Guest post — What Does It Mean to Be a High-Vibrancy School?

Guest post by Annabel Membrillo Jimenez and Jennifer Berman, members of the emerging global Vibrancy community

Do you know a school where something special happening is happening?  Do you feel inspired and fully engaged in the interactions you have with teachers, staff, and students?  Are students fully seen for who they are?  Is their inner potential unleashed?  Does the school re-define what it means to be an outstanding school in service to students and the future?  If you have answered yes to these questions, then you most likely know a high-vibrancy school.

So how do you know if your school or any other school really is a high-vibrancy school? After working with several high-vibrancy schools, we have noticed a few common characteristics.  The schools we have worked with are a mix of public, private, urban, and rural schools with socioeconomic and racial diversity, but in each school you can feel and see a set of core agreements that drive decision making, structures and behavior.

INNOVATIVE LEADERSHIP STRUCTURES IN ALL LEVELS

  • School leaders explore and implement innovative leadership structures and engage in transformation from a place of abundance and possibility.
  • School leaders feel ownership of and responsibility for student and whole-community development.  Department/group leadership supports evolving practices.  There is a culture of respect and support for leaders at all levels (principals, teachers, staff, and parents).
  • Leadership can come from anyone. Actions, ideas and proposals flow from every conversation, including those with students.

A DEEP SHARED PURPOSE WITH CLEAR STRATEGIES

  • Schools are centered on student development.  The whole community (internal and external) supports each child in realizing his/her full potential and development.
  • Schools are mission-driven, with a vision that evolves over time as needed– i.e., explicitly supporting children to be active, engaged human beings with supportive programming and structures.
  • Clear pathways exist to achieve that vision, including structures to help assess what is working, what is not, and what new solutions exist.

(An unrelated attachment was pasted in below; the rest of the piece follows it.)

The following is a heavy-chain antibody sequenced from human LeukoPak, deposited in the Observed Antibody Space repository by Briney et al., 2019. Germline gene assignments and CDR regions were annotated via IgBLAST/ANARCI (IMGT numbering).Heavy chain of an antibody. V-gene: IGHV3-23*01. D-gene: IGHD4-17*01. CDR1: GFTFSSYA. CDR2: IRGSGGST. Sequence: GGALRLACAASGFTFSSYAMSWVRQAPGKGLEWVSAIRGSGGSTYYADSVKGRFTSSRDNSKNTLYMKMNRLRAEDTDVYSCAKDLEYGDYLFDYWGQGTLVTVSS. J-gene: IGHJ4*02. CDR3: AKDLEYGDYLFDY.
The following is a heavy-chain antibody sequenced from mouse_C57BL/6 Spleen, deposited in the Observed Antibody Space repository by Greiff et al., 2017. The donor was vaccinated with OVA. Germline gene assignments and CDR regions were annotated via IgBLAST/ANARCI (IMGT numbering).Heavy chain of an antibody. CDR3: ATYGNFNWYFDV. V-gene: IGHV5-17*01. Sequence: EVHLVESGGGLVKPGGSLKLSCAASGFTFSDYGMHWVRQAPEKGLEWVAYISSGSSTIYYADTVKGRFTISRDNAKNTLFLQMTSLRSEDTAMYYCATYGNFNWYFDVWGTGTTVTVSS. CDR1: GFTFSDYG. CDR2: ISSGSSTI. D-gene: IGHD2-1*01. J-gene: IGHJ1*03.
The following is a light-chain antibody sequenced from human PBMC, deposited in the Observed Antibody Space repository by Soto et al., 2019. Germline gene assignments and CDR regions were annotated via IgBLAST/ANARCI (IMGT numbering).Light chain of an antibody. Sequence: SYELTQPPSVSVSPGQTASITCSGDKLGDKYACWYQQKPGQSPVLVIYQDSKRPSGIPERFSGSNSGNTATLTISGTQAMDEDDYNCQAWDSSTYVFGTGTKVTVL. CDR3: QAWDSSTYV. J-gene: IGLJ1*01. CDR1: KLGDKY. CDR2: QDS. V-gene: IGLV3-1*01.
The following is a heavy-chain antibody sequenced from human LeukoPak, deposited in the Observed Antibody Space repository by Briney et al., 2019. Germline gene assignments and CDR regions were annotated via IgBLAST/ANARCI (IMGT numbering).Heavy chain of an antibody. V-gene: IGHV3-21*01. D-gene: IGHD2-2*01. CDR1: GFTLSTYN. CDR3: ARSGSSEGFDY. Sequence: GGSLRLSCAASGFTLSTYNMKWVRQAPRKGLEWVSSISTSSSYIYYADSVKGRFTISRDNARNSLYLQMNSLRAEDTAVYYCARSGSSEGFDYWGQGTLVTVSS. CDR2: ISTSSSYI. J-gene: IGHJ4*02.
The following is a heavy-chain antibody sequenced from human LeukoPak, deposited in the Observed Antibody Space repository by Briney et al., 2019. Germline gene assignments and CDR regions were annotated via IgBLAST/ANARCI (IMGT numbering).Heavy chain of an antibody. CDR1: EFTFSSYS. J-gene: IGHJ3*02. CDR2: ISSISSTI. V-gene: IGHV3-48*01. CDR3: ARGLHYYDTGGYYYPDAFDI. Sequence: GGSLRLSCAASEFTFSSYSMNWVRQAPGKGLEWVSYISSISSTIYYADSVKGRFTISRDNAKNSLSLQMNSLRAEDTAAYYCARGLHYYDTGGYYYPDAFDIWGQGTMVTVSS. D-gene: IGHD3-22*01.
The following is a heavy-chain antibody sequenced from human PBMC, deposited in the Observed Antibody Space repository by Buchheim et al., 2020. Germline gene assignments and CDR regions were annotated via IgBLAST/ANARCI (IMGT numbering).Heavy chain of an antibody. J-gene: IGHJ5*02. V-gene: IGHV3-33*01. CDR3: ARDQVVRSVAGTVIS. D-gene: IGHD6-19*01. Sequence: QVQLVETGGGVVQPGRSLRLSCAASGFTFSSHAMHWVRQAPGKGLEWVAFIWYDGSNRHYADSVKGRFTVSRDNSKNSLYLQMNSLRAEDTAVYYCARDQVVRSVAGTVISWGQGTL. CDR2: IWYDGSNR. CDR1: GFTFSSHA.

• There is evidence of extraordinary results (success indicators coming from tangible results in the school and larger community).
  • There is a strong emphasis on stakeholder development and a deep shared purpose embraced by the wider community. 

 PERMANENT EVOLVING CULTURES/COMMUNITY

  • There is a strong culture of learning, collaboration, trust, respect, and transparency among students, parents, faculty and staff.
  • High value is placed on community engagement in the life and structures of the school. The school community is engaged in transformation at all levels (personal, group, school, external community).
  • Leadership and others have a high level of awareness of what is happening within the community.

INNOVATIVE EDUCATION MODELS AND EVOLVING CURRICULUM

  • There are continuously evolving education models that meet the needs of students and creatively support students to achieve their highest potential.
  • Stakeholders think systemically about what factors influence children’s growth and education.
  • Alliances with groups outside the school leverage whole child development.
  • Every event with the students is clearly related to the curricula and there is a shared understanding of its educational value (class, festivals, community and parent engagement)

Are you one of these schools or do you know one of these schools? If so, share your story with us. Most likely, you are already looking for other like-minded colleagues with whom you can share and explore.  We would love to help you find each other, so that together we can help co-design the next generation of schools that this world needs.